There are two ways to accomplish this. The first is to choose an integrated strobe-and-battery system, such as the Broncolor, Profoto and Elinchrom products listed below. The other approach is to choose a stand-alone battery pack/inverter, which will provide enough power to run traditional AC-powered strobes but without the need for AC power nearby. First, let’s look at the integrated systems.
Broncolor’s Move 1200L is a battery-powered 1200 watt-second pack that moves from studio to remote locations in a snap. Designed to work with Broncolor MobiLED heads (which use low-power LEDs as model lamps) the Move 1200L provides 230 full power flashes on a single charge, or a whopping 50,000 flashes on its lowest output setting. The Move 1200L provides incredible color accuracy within 50 degrees Kelvin from flash to flash and across the entire 9-stop output range. Switched to Speed Mode, the color accuracy slightly decreases, but the flash duration shortens to as fast as 1/20,000th of a second, unparalleled for freezing fast-moving action. The downside of this kit is its price: configured with a pack and two heads, the Move 1200L is as expensive as some used cars. Estimated Street Price: $8,000, bron.ch
Profoto makes a variety of battery-powered strobes, including the 1000ws Pro B4 pack and the 500ws B1 monolight. It also makes the BatPac 120V, a battery for powering D1 monolights or Acute 2 generator packs. But the most portable strobe option the company manufactures is the compact B2 250 Air.
This battery-powered flash can be used on camera or off, and is based on the Profoto AirTTL system, which uses an on-camera remote to provide total TTL control to Canon and Nikon cameras. Hybrid mode begins with a TTL measurement, then switches automatically to manual control to allow the photographer to make any creative adjustments they desire. Estimated Street Price for two-light kit: $2699, profoto.com
Elinchrom’s Ranger Quadra Hybrid AS RX is a 400ws battery-based strobe system built for working in the outdoors. The type of battery affixed to the Quadra Hybrid can be changed depending on the working environment; for normal day-to-day use, the Lithium Ion pack will provide more flashes per charge and lighter overall weight, but in low temperatures (which compromise the function of Li-ion batteries) photographers can switch to Elinchrom’s Lead-Gel batteries. A built-in EL Skyport receiver can be used to trigger the strobes, as well as to remotely adjust model lamps and flash output. Estimated Street Price for one-light kit with lead-gel battery. Price $899, elinchrom.com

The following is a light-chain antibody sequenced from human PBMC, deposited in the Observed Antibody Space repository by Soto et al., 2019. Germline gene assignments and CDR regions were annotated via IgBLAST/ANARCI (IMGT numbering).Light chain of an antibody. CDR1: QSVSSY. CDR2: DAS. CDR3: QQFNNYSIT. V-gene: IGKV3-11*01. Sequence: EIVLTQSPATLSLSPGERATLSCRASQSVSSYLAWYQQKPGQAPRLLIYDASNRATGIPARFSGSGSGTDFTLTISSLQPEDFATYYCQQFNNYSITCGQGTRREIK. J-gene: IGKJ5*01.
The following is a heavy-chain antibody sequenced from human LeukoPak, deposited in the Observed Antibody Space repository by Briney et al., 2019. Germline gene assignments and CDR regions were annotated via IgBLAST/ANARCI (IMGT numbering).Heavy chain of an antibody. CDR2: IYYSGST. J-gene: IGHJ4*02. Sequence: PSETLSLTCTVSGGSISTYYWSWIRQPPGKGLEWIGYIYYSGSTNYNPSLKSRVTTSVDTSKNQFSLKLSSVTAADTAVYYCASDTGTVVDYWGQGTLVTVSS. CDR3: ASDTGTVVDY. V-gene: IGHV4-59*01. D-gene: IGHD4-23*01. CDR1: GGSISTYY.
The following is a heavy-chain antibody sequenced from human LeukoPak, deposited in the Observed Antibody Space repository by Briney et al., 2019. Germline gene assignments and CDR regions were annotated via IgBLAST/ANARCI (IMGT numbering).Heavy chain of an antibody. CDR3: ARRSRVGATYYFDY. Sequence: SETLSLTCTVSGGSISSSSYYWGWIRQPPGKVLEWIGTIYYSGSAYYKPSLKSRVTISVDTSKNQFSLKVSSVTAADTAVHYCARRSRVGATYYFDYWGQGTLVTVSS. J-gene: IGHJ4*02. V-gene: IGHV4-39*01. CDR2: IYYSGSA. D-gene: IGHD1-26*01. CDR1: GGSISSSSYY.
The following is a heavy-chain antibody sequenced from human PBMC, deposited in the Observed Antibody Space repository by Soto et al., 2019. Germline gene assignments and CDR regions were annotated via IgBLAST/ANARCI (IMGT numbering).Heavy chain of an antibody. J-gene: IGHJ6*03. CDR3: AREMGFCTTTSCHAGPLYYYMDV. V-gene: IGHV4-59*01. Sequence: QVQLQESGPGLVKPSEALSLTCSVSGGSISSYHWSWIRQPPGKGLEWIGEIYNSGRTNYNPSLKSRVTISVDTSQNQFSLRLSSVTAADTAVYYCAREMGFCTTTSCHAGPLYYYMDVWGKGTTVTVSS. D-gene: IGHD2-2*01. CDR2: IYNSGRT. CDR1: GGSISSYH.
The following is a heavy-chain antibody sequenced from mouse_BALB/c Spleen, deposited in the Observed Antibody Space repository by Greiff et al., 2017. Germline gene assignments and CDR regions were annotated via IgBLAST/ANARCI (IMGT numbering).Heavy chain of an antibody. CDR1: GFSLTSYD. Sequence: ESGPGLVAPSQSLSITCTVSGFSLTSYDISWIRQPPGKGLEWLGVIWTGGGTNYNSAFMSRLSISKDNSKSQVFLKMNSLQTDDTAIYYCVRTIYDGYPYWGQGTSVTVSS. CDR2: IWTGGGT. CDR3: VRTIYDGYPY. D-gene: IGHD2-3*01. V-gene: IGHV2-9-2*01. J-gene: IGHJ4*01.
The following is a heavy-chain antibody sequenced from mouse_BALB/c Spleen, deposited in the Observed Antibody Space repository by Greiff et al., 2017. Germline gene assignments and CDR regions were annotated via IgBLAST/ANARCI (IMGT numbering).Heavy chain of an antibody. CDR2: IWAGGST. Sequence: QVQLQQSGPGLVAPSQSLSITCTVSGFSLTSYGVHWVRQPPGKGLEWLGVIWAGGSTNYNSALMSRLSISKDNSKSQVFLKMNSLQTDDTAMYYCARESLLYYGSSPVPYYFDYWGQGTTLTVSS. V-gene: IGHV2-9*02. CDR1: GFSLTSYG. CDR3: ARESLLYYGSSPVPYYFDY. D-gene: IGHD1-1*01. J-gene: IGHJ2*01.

The Dynalite XP-800 is a pure sine wave inverter. That’s a fancy term for a battery with associated circuitry that inverts the battery’s direct current (DC) into the smooth and consistent alternating current (AC) that sensitive electronics require. So for photographers who want to plug a high-power flash into a battery, a pure sine wave inverter is key. The XP-800 is strong enough to power any 800ws moonlight or strobe pack. It’s another piece to carry on the road, but it’s also significantly less expensive than most equally high-power battery/pack combo units. Estimated Street Price: $719, dynalite.com
Turn any AC-powered monolight into a remote location light via the Photogenic ION Li-ion pure sine wave inverter. The compact pack is designed to clamp to a light stand below a monolight and provide 300 full-power flashes from a 1,000ws monolight. The LED indicator provides information on remaining charge, and replacement batteries are just $150, an affordable way to double the lifespan of a given source.
Estimated Street Price: $369, photogenic.com
Power up to 3200ws of flash units (with the model lights turned off) using the Paul C. Buff Vagabond Lithium Extreme, or VLX . Weighing just six pounds, this inexpensive device recycles a 640ws flash in 2 seconds, comes with a three-hour rapid charger and the entire rig clamps to any light stand. The VLX battery is approved for airline travel worldwide as well. Estimated Street Price: $399, paulcbuff.com